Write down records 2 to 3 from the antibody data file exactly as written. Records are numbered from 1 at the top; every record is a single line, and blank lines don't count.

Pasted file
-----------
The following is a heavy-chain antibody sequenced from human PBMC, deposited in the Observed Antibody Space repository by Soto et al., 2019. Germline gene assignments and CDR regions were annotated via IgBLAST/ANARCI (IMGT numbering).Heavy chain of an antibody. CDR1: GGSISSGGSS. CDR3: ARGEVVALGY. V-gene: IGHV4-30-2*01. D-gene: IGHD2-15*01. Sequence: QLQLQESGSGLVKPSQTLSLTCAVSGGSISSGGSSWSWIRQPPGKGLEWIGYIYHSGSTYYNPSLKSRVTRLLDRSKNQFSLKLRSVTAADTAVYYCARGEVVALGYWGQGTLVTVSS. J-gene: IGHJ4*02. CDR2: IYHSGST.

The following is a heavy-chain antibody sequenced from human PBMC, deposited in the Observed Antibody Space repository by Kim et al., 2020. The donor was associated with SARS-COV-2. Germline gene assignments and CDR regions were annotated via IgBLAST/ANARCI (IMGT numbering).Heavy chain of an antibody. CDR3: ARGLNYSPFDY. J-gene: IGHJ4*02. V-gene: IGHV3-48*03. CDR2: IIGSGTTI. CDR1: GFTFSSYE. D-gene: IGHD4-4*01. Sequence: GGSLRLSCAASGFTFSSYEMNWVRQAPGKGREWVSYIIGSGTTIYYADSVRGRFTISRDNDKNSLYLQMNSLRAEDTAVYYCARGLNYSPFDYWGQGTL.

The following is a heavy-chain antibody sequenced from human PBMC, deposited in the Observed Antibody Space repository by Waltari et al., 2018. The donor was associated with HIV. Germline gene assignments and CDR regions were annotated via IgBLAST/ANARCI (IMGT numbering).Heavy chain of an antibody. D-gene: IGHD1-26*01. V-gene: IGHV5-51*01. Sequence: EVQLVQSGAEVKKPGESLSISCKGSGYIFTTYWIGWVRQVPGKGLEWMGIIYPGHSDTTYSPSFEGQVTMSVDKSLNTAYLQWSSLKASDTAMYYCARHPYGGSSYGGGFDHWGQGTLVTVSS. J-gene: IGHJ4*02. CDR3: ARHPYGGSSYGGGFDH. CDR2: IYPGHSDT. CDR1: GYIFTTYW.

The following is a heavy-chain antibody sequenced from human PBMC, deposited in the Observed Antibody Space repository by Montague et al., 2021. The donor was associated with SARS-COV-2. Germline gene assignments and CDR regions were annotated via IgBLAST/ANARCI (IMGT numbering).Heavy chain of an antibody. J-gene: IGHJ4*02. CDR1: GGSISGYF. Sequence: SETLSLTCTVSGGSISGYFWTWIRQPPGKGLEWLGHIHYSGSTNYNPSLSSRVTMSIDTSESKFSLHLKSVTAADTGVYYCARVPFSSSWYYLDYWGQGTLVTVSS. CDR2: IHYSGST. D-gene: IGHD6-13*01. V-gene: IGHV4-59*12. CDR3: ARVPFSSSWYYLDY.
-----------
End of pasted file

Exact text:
The following is a heavy-chain antibody sequenced from human PBMC, deposited in the Observed Antibody Space repository by Kim et al., 2020. The donor was associated with SARS-COV-2. Germline gene assignments and CDR regions were annotated via IgBLAST/ANARCI (IMGT numbering).Heavy chain of an antibody. CDR3: ARGLNYSPFDY. J-gene: IGHJ4*02. V-gene: IGHV3-48*03. CDR2: IIGSGTTI. CDR1: GFTFSSYE. D-gene: IGHD4-4*01. Sequence: GGSLRLSCAASGFTFSSYEMNWVRQAPGKGREWVSYIIGSGTTIYYADSVRGRFTISRDNDKNSLYLQMNSLRAEDTAVYYCARGLNYSPFDYWGQGTL.

The following is a heavy-chain antibody sequenced from human PBMC, deposited in the Observed Antibody Space repository by Waltari et al., 2018. The donor was associated with HIV. Germline gene assignments and CDR regions were annotated via IgBLAST/ANARCI (IMGT numbering).Heavy chain of an antibody. D-gene: IGHD1-26*01. V-gene: IGHV5-51*01. Sequence: EVQLVQSGAEVKKPGESLSISCKGSGYIFTTYWIGWVRQVPGKGLEWMGIIYPGHSDTTYSPSFEGQVTMSVDKSLNTAYLQWSSLKASDTAMYYCARHPYGGSSYGGGFDHWGQGTLVTVSS. J-gene: IGHJ4*02. CDR3: ARHPYGGSSYGGGFDH. CDR2: IYPGHSDT. CDR1: GYIFTTYW.